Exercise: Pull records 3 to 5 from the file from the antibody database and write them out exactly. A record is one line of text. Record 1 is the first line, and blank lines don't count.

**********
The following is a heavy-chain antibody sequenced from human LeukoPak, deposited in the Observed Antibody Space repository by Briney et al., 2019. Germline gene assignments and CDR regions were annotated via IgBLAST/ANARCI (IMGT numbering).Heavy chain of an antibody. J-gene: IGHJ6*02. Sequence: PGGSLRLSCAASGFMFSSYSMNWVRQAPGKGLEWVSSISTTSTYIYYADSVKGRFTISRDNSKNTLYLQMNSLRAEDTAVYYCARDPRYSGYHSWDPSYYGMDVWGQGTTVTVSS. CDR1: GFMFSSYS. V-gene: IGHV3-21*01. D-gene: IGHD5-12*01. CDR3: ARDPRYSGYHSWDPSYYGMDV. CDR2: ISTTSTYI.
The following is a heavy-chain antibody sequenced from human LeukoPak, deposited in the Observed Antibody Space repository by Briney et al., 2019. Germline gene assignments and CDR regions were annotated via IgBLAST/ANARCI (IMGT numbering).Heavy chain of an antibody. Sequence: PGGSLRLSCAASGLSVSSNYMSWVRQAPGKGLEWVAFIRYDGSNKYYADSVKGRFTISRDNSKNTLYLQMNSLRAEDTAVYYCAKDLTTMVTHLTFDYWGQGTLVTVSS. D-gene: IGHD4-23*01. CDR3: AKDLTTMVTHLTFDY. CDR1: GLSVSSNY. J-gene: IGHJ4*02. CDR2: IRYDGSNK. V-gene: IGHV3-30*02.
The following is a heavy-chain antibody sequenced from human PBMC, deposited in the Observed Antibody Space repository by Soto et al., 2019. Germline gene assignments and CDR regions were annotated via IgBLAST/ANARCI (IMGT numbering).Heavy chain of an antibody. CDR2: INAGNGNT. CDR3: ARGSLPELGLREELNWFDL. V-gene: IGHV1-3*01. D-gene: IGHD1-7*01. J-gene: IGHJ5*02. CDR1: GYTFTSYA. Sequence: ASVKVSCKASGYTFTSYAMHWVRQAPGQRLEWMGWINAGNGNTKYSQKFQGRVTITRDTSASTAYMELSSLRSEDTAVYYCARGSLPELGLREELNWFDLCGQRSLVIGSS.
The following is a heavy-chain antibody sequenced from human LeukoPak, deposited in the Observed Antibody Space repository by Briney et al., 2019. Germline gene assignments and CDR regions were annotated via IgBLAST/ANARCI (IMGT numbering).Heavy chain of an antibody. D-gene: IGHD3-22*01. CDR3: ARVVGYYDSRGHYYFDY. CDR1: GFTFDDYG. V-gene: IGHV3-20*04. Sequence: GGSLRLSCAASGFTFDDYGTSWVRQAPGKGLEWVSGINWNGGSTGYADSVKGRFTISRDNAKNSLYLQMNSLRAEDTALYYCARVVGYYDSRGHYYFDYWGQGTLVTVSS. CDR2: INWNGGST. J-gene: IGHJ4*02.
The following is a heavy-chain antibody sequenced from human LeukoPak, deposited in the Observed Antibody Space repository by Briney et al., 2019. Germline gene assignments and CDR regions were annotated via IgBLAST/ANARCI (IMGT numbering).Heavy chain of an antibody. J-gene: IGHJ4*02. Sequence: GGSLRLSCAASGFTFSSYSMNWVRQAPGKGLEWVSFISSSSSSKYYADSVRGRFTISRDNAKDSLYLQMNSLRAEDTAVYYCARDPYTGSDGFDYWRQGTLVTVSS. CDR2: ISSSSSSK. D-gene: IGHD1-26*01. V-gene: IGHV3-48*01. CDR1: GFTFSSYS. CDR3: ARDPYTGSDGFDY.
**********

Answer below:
The following is a heavy-chain antibody sequenced from human PBMC, deposited in the Observed Antibody Space repository by Soto et al., 2019. Germline gene assignments and CDR regions were annotated via IgBLAST/ANARCI (IMGT numbering).Heavy chain of an antibody. CDR2: INAGNGNT. CDR3: ARGSLPELGLREELNWFDL. V-gene: IGHV1-3*01. D-gene: IGHD1-7*01. J-gene: IGHJ5*02. CDR1: GYTFTSYA. Sequence: ASVKVSCKASGYTFTSYAMHWVRQAPGQRLEWMGWINAGNGNTKYSQKFQGRVTITRDTSASTAYMELSSLRSEDTAVYYCARGSLPELGLREELNWFDLCGQRSLVIGSS.
The following is a heavy-chain antibody sequenced from human LeukoPak, deposited in the Observed Antibody Space repository by Briney et al., 2019. Germline gene assignments and CDR regions were annotated via IgBLAST/ANARCI (IMGT numbering).Heavy chain of an antibody. D-gene: IGHD3-22*01. CDR3: ARVVGYYDSRGHYYFDY. CDR1: GFTFDDYG. V-gene: IGHV3-20*04. Sequence: GGSLRLSCAASGFTFDDYGTSWVRQAPGKGLEWVSGINWNGGSTGYADSVKGRFTISRDNAKNSLYLQMNSLRAEDTALYYCARVVGYYDSRGHYYFDYWGQGTLVTVSS. CDR2: INWNGGST. J-gene: IGHJ4*02.
The following is a heavy-chain antibody sequenced from human LeukoPak, deposited in the Observed Antibody Space repository by Briney et al., 2019. Germline gene assignments and CDR regions were annotated via IgBLAST/ANARCI (IMGT numbering).Heavy chain of an antibody. J-gene: IGHJ4*02. Sequence: GGSLRLSCAASGFTFSSYSMNWVRQAPGKGLEWVSFISSSSSSKYYADSVRGRFTISRDNAKDSLYLQMNSLRAEDTAVYYCARDPYTGSDGFDYWRQGTLVTVSS. CDR2: ISSSSSSK. D-gene: IGHD1-26*01. V-gene: IGHV3-48*01. CDR1: GFTFSSYS. CDR3: ARDPYTGSDGFDY.